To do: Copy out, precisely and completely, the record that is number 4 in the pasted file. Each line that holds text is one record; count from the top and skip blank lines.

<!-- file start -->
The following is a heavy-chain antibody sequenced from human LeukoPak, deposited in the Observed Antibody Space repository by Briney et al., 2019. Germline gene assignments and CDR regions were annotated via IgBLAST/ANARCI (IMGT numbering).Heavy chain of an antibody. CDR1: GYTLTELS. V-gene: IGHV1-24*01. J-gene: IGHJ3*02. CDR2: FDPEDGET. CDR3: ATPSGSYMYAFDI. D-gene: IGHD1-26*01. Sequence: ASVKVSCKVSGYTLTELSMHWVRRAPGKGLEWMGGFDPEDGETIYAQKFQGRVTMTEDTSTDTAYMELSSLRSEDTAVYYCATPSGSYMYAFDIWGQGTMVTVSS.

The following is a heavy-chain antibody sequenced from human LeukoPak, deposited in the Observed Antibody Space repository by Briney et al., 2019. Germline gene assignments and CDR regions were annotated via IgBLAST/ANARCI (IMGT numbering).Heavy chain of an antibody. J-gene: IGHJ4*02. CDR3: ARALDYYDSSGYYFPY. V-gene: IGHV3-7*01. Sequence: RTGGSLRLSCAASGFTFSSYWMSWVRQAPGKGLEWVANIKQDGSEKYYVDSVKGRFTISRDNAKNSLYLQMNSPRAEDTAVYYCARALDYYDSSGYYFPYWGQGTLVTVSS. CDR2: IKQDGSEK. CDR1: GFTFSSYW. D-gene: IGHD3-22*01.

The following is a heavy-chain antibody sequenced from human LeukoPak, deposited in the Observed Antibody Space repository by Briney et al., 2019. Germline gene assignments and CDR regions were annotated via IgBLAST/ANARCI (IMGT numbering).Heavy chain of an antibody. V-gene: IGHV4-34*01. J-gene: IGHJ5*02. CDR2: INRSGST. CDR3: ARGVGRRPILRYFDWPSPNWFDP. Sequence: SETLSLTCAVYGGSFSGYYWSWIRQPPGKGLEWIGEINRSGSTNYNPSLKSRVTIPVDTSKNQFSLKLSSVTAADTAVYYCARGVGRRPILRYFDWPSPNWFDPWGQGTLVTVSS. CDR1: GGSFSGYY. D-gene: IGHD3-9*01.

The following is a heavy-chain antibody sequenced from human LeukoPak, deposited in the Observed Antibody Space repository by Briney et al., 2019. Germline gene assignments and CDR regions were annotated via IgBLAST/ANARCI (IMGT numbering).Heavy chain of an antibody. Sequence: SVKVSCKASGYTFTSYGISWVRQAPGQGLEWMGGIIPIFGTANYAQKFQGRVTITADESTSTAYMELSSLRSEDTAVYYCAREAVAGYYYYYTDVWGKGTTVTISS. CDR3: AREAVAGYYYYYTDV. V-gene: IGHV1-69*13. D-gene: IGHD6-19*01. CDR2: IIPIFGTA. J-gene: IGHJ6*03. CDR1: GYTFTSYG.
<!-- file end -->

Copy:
The following is a heavy-chain antibody sequenced from human LeukoPak, deposited in the Observed Antibody Space repository by Briney et al., 2019. Germline gene assignments and CDR regions were annotated via IgBLAST/ANARCI (IMGT numbering).Heavy chain of an antibody. Sequence: SVKVSCKASGYTFTSYGISWVRQAPGQGLEWMGGIIPIFGTANYAQKFQGRVTITADESTSTAYMELSSLRSEDTAVYYCAREAVAGYYYYYTDVWGKGTTVTISS. CDR3: AREAVAGYYYYYTDV. V-gene: IGHV1-69*13. D-gene: IGHD6-19*01. CDR2: IIPIFGTA. J-gene: IGHJ6*03. CDR1: GYTFTSYG.